Organisers

Organisers: Matthew Reeves (University College London, UK), Nicolas Locker (University of Surrey, UK), Claire Shannon-Lowe (Universit of Birmingham, UK)

Virology workshop: Clinical Virology

This workshop will involve a range of clinical virology cases. Different aspects of clinical virology that will be covered include: differential diagnosis of encephalitis, management of hepatitis, diversity of rotavirus sequences, and diagnosis of respiratory infections.

Organisers

Tamyo Mbisa (Public Health England, UK) and Stephen Winchester (Frimley Health NHS Foundation Trust)

Virology workshop: DNA viruses

This workshop will be structured around a typical life-cycle of DNA viruses and will cover virus entry and uncoating, genome replication, particle structure, assembly and egress. Pathogenesis will be covered to demonstrate the diversity of diseases that these viruses cause, together with the host response to infection, and vaccine or antiviral-based treatments or therapies that can be used to combat infection. Both human and animal pathogens will be covered, including the opportunity for clinicians to present studies on ongoing outbreaks or epidemiological studies.

Organisers

Organisers: Gill Elliott (University of Surrey, UK); Blair Strang (St George's, University of London, UK)

Virology workshop: Negative strand viruses

This workshop will be structured around a typical life-cycle of these viruses and will cover virus entry and uncoating, genome replication, particle structure, assembly and egress. Pathogenesis will be covered to demonstrate the diversity of diseases that these viruses cause, together with the host response to infection, and vaccine or antiviral-based treatments or therapies that can be used to combat infection. Both human and animal pathogens will be covered, including the opportunity for clinicians to present studies on ongoing outbreaks or epidemiological studies.

Organisers

Holly Shelton (Pirbright Institute, UK) and Martina Scallan (University College Cork, Ireland)

Virology workshop: Positive strand and double-strand RNA viruses

This workshop will be structured around a typical life-cycle of these viruses and will cover virus entry and uncoating, genome replication, particle structure, assembly and egress. Pathogenesis will be covered to demonstrate the diversity of diseases that these viruses cause, together with the host response to infection, and vaccine or antiviral-based treatments or therapies that can be used to combat infection. Both human and animal pathogens will be covered, including the opportunity for clinicians to present studies on ongoing outbreaks or epidemiological studies.

Organisers

Organisers: Steve Griffin, University of Leeds and Gerald Barry (University College Dublin, Ireland)

Thursday 02 April, Morning

Exploring the eukaryotic tree of life

This session, under the umbrella of Protistology-UK, will complement the new UK initiative “Darwin Tree of Life Project”, which aims to sequence and annotate the genomes of 66,000 UK species of animals, plants protists and fungi. This initiative is part of the “Earth BioGenome Project”, which targets to sequence all 1.5 million known eukaryotic species on earth. Protists and fungi are the main contributors to this list and we will explore their vast diversity, not only within the UK, but globally. Speakers will discuss which branches of the eukaryotic tree of life have been over/underestimated based on recent metagenomics data and which regions have been undersampled to explore and discover potentially new branches of the eukaryotic tree.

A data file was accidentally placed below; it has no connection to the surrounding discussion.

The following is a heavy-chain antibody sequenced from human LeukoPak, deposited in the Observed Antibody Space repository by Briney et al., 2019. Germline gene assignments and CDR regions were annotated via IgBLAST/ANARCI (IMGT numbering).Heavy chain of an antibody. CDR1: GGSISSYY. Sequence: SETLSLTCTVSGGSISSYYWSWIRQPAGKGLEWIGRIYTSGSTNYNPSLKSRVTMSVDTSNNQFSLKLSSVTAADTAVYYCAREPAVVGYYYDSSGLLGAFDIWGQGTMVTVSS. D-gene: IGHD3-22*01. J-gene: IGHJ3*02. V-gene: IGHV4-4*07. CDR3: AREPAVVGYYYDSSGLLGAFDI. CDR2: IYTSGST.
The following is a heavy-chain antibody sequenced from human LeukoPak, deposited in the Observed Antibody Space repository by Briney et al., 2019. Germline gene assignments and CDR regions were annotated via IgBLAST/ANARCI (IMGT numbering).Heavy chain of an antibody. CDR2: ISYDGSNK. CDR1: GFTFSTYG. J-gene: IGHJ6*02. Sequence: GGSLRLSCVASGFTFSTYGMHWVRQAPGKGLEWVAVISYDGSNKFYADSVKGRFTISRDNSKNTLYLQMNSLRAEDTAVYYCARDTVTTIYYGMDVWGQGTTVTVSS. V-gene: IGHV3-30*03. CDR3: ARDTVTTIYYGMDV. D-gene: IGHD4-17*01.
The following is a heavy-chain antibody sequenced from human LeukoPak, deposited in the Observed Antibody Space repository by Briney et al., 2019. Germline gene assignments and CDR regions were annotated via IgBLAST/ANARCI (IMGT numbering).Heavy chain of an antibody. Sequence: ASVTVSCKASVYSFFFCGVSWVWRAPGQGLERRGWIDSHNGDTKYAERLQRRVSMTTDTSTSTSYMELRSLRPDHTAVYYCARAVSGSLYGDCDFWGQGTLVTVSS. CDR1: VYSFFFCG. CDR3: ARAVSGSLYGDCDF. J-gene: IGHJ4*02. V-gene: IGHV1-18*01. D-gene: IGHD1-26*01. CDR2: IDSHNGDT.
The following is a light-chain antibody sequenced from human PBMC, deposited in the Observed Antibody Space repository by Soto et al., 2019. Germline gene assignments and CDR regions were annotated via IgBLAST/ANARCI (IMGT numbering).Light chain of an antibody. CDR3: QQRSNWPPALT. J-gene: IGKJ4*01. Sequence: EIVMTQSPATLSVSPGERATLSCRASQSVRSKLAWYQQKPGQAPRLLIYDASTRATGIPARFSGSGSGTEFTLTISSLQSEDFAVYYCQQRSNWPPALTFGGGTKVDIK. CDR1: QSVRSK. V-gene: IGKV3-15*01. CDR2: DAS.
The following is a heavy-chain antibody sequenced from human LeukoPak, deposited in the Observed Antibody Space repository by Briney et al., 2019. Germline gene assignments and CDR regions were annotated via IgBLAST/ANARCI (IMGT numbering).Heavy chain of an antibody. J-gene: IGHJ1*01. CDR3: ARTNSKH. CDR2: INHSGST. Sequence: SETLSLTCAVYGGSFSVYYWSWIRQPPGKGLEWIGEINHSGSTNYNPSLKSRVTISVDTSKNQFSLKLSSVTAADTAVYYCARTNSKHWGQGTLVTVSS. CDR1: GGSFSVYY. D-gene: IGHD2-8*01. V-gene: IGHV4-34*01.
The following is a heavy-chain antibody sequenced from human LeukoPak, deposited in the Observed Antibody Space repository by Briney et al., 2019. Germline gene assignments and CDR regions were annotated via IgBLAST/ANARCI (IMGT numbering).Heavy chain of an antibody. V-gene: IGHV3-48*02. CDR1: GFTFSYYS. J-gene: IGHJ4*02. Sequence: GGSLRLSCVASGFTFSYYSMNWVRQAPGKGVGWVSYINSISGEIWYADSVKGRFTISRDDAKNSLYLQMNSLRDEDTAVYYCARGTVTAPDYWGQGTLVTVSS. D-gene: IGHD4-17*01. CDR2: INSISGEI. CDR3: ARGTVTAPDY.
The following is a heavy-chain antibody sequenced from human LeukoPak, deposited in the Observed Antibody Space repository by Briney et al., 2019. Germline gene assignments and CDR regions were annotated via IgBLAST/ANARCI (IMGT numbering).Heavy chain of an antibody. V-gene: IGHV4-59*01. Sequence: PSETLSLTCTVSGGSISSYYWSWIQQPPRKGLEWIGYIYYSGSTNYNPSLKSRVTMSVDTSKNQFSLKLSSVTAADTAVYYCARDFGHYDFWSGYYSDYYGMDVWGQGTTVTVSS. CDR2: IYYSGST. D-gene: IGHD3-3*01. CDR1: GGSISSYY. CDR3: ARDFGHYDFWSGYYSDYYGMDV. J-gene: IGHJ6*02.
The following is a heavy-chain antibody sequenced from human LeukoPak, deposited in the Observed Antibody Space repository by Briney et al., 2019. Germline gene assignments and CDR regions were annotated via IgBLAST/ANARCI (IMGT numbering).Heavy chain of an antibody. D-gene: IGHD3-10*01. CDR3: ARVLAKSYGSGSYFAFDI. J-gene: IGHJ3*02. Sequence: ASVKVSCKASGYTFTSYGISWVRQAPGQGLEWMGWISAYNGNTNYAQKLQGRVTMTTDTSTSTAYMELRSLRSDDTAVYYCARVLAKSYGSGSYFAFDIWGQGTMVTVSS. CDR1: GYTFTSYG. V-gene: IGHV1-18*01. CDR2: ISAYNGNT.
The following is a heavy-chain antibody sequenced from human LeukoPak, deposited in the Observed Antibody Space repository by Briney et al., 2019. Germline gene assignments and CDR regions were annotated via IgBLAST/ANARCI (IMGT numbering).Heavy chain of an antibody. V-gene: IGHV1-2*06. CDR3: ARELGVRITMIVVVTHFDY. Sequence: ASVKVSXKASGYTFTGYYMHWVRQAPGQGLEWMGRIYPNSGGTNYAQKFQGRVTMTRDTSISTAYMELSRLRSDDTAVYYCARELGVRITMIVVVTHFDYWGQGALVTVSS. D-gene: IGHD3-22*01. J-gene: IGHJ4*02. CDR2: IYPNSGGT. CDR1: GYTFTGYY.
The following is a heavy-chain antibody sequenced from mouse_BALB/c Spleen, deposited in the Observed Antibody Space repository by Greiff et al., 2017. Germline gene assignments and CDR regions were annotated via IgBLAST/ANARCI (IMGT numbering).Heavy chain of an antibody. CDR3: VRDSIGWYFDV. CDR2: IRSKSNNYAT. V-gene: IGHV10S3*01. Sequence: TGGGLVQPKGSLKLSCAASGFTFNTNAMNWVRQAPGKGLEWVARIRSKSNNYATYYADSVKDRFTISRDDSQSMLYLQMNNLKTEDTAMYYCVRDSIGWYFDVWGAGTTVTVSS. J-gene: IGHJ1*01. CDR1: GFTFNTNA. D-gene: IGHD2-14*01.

Organisers

Organisers: Anastasios Tsaousis (University of Kent, UK) and Sonja Rueckert (Edinburgh Napier University, UK)

Outer layers of microbiology

This session comprises current research on the microbial cell surface which is relevant to wider microbiology and indeed biology in general. As broad a range of topics as possible will be included, to encompass microbial outer layers and their roles in communication with neighbours and the environment, signal generation, receptors and sensing, evolutionary aspects, and the function of transporters and enzymes in the membrane or cell wall. We hope these will appeal to all interests, from basic science to biomedicine and biotechnology.

Organisers

Organisers: Elinor Thompson (University of Greenwich, UK) and John Morrissey (University College Cork, Republic of Ireland)

Starve the (livestock) pathogen, feed the world

With the United Nation's resolution to eliminate world hunger by 2030 and the globe's population heading toward nine billion, the agriculture industry will need to increase livestock production from the same, or less, land. Livestock is using most of the agricultural land (80% including grazing land and cropland for feed). Africa and Asia are the continents with the largest share of the world's uncultivated land, but attempts to develop and expand current capacity in order to meet the growing food demand are halted by deadly killers in the form of viruses, bacterial and protozoan parasites. This session focuses on neglected livestock diseases that have a large economic impact on poor livestock keepers in Africa and South Asia. We will showcase the latest develoments in basic and applied biology research in swine fever (V), animal trypanosomiasis (E), Brucellosis (P), pleuropneumonia (P), East Coast fever (E), fowlpox (V), Newcastle disease (V), pestes des petits ruminants (V), pocine cysticercosis (E), coccidiosis (E), Rift Valley fever (V), and sheep and goat pox (V). V=Virology; P=Prokaryotic; E=Eukaryotic.

Organisers